Spiders and Bees and Bugs, Oh My! Treating insect bites and stings

April 18, 2014 Benjamin M. Starnes, MD, FAAP

Another beautiful Seattle summer is just around the corner.  As we stare out windows and wait for our long days of sunshine to begin, know this – the bugs are doing the same thing!  Any day now all our biting, stinging, and pinching friends will begin to appear.  Make sure you prevent bites with insect repellants.  The American Academy of Pediatrics recommends using repellants containing 30% or less of DEET for all children older than 2 months of age.  But if a bite happens, arm yourself (and your medicine cabinet) with a treatment plan to get your kids back outside ASAP.
Treatment for all bites:

  • Wash with soap and water first.
Treatment for itchy bites:

  • Apply over the counter 1% hydrocortisone cream to the individual bites four times a day until the itching stops.
  • Teach a child to ‘push’ on the bite rather than itch it.  This sometimes helps reduce the itchy feeling without damaging the skin by scratching.
  • For severe itching, give an oral antihistamine such as diphenhydramine.  Do not use topical antihistamines.
For painful bites:
  • Apply a cold compress for 20 minutes.
  • Give acetaminophen or ibuprofen as needed.
  • Apply a mixture of water and baking soda to the bite for 20 minutes.  Dab on with a cotton ball.
For bee stings:

Follow instructions for painful bites.  Know that bee stings often will swell around the bite site over the first 24 hours before they begin to improve.  This local reaction is common and is not an allergic reaction.  If the swelling is very large or painful, call your doctor.  An allergic reaction to a bee sting will cause full body symptoms, such as swelling to the face, breathing problems, full body hives, vomiting, diarrhea and a very ill appearance.  Call 911 if this happens.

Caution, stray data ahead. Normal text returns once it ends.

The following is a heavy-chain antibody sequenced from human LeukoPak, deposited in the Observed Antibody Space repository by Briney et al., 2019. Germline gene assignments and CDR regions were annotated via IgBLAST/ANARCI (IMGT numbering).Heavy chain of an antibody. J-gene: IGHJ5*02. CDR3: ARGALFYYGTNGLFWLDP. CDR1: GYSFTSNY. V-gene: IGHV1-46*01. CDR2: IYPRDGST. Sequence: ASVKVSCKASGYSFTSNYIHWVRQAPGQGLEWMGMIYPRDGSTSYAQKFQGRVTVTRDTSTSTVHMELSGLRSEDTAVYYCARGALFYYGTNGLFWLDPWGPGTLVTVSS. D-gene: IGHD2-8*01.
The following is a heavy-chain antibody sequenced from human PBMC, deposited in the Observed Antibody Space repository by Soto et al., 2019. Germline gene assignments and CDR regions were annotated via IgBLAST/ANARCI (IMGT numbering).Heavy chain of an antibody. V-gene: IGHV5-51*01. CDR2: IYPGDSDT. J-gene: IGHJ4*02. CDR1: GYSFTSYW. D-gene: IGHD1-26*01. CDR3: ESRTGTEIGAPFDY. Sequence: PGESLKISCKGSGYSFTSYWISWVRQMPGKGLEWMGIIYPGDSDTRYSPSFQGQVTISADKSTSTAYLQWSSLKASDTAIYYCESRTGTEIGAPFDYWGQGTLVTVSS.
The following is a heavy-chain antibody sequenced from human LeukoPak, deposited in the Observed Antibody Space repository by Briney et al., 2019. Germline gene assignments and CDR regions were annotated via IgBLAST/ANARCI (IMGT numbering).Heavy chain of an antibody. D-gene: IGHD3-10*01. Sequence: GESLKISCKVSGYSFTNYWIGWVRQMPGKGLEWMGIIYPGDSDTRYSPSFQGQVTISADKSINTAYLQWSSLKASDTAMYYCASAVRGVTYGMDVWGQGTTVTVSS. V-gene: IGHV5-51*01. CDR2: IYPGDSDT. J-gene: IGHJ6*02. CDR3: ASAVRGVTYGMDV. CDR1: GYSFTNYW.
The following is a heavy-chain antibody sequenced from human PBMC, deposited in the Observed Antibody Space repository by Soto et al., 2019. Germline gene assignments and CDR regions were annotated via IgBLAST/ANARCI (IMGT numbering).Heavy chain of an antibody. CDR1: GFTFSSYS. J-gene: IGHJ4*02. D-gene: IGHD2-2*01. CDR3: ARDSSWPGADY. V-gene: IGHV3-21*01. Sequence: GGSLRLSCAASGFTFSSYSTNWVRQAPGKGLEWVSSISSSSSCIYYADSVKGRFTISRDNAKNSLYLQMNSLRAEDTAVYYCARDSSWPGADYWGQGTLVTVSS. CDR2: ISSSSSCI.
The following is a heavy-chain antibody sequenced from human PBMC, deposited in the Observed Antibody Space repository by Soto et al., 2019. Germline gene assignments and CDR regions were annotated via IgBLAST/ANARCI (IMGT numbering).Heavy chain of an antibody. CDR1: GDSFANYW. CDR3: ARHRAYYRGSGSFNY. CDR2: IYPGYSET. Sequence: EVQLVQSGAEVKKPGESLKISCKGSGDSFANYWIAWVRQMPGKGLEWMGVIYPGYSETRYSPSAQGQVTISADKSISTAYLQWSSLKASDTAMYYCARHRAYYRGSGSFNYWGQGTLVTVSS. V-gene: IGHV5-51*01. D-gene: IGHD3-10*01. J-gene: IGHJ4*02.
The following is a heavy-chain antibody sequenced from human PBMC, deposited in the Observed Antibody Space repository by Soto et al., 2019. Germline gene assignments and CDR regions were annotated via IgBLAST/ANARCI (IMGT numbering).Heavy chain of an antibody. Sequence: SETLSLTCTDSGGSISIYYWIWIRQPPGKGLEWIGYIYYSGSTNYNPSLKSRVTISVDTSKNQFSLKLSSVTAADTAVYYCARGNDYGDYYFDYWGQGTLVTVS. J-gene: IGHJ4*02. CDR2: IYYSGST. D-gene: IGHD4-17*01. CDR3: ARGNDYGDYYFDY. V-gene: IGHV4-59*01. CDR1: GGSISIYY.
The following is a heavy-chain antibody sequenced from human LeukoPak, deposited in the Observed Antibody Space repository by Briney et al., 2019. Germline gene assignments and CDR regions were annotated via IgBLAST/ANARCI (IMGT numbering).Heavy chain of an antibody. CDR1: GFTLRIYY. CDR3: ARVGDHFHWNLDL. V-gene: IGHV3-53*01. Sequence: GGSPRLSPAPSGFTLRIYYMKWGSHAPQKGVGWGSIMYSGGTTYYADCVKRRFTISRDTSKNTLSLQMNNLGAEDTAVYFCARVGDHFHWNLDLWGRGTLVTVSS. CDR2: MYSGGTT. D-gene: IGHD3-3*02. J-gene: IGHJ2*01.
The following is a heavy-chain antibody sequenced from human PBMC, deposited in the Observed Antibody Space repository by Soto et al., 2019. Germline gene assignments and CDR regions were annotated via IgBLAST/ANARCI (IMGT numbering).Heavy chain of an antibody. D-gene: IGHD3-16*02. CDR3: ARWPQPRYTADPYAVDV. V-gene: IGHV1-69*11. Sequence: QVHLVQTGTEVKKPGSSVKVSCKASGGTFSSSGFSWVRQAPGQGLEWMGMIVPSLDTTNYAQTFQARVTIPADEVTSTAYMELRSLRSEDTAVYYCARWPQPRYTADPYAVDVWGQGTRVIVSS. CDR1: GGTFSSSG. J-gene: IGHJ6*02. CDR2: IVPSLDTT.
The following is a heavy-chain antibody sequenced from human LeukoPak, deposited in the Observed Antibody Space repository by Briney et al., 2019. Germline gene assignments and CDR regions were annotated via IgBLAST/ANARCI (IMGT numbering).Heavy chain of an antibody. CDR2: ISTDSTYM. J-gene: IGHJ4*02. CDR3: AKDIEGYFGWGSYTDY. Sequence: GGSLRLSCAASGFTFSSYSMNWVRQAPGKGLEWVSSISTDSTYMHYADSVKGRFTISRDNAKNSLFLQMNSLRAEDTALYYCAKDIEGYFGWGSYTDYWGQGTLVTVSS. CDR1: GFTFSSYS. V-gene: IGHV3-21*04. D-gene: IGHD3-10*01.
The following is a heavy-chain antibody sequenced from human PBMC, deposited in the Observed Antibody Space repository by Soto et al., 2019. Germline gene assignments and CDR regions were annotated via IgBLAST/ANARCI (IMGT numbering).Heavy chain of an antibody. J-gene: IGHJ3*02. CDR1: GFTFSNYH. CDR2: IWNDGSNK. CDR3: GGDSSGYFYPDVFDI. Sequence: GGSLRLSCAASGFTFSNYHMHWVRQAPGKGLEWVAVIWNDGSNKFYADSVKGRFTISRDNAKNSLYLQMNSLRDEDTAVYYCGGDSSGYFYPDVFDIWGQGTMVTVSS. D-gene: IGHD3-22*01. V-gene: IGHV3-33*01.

For spider bites:

Most spider bites are painful but harmless and can be treated according to the painful bite section above.  According to the Washington Department of Health, the only medically important venomous spiders in our state are the Black Widow and the Yellow Sac Spider.  Black Widow bites are dangerous and can cause severe abdominal pain and muscle cramping.  Yellow Sac Spider bites can cause an ulcer at the bite site that will heal slowly.  Fortunately, both of these spiders are not aggressive and tend to bite only in self-defense or when pressed against the skin.  Because of this, these bites are very rare.  To be on the safe side, if you think your child was bitten by a venomous spider, call your doctor.
If any bite becomes an open sore or blister, it is a good idea to schedule an appointment to see your doctor within 24 hours.
Call your doctor immediately for any of the following:
  • Excessive pain not improved by above treatments.
  • If you think your child was bitten by a venomous spider.
  • If your child develops full body symptoms following an insect bite such as hives, abdominal cramps, muscle cramps, or if your child begins to act very sick.
Medicine cabinet shopping list:  1% hydrocortisone cream, oral diphenhydramine children’s liquid (12.5mg/5mL), acetaminophen and/or ibuprofen, insect repellant containing DEET (30% or less.)

Previous Article
Insufficient evidence to support complementary and alternative therapies for multiple sclerosis

A guideline was recently published about the use of complementary and alternative medicine in multiple sc...

Next Article
"MS is BS" merchandise to raise money for MS research

Multiple sclerosis is BS: 'butt sitting, beaten soon, blind siding, big suckfest, beyond scary, body shak...